(CSM) MOSCOW — Larissa Tarkhanova well remembers the Soviet-era rituals of lining up, often for hours, to obtain basic foodstuffs in the "grocery stores" of those days. As a clerk in a pretty well-stocked local food shop, Ms. Tarkhanova says she knows how far her country has come, generally supports its leadership, and seldom complains about anything.
But today something has upset her – the Kremlin's destruction of perfectly good food. […]
"Putin has put his own name to this, so it's certainly something to do with asserting his own legitimacy," says Nikolai Petrov, a professor at the Higher School of Economics in Moscow. "He may be demonstrating his toughness and resolve vis-à-vis the West, and telling Russians they must not evade the hard choices that go with that. We all have to make sacrifices."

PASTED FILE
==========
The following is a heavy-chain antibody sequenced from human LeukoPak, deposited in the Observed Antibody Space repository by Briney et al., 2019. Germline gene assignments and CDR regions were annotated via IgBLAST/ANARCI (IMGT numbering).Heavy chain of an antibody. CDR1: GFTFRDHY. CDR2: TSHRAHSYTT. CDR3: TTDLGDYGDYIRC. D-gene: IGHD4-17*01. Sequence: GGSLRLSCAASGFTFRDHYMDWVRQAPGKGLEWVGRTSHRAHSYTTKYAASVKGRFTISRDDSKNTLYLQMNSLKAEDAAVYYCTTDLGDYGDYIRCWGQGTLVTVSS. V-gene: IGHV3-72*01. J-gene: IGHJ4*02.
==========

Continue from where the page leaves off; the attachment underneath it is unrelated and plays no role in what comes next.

"Movies and TV have played their role in making Russians see eye-to-eye with the Kremlin over what happened in Crimea and Ukraine. But actions are needed, too," says Mr. Petrov. "This [food destruction] spectacle is a way to make everyone feel directly involved, and accept that this is the way things are."
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